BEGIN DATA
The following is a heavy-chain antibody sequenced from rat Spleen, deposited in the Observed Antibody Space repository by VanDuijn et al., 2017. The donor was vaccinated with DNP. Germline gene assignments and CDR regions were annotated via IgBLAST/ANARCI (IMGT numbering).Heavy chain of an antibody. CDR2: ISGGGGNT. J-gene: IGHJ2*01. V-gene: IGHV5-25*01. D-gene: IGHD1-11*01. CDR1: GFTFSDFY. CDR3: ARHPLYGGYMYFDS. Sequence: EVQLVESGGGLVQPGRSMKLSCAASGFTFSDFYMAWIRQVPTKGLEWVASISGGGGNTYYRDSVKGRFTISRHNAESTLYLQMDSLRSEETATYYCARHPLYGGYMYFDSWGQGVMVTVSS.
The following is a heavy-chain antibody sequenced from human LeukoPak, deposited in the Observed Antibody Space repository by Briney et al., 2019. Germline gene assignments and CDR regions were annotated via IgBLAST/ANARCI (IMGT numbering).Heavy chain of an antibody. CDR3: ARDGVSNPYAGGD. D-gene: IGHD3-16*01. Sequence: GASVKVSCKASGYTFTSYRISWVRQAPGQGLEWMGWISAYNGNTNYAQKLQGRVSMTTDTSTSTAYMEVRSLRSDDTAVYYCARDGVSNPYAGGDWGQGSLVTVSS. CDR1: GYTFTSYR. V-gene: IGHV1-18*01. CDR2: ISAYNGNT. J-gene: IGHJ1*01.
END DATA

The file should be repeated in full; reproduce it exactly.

The following is a heavy-chain antibody sequenced from rat Spleen, deposited in the Observed Antibody Space repository by VanDuijn et al., 2017. The donor was vaccinated with DNP. Germline gene assignments and CDR regions were annotated via IgBLAST/ANARCI (IMGT numbering).Heavy chain of an antibody. CDR2: ISGGGGNT. J-gene: IGHJ2*01. V-gene: IGHV5-25*01. D-gene: IGHD1-11*01. CDR1: GFTFSDFY. CDR3: ARHPLYGGYMYFDS. Sequence: EVQLVESGGGLVQPGRSMKLSCAASGFTFSDFYMAWIRQVPTKGLEWVASISGGGGNTYYRDSVKGRFTISRHNAESTLYLQMDSLRSEETATYYCARHPLYGGYMYFDSWGQGVMVTVSS.
The following is a heavy-chain antibody sequenced from human LeukoPak, deposited in the Observed Antibody Space repository by Briney et al., 2019. Germline gene assignments and CDR regions were annotated via IgBLAST/ANARCI (IMGT numbering).Heavy chain of an antibody. CDR3: ARDGVSNPYAGGD. D-gene: IGHD3-16*01. Sequence: GASVKVSCKASGYTFTSYRISWVRQAPGQGLEWMGWISAYNGNTNYAQKLQGRVSMTTDTSTSTAYMEVRSLRSDDTAVYYCARDGVSNPYAGGDWGQGSLVTVSS. CDR1: GYTFTSYR. V-gene: IGHV1-18*01. CDR2: ISAYNGNT. J-gene: IGHJ1*01.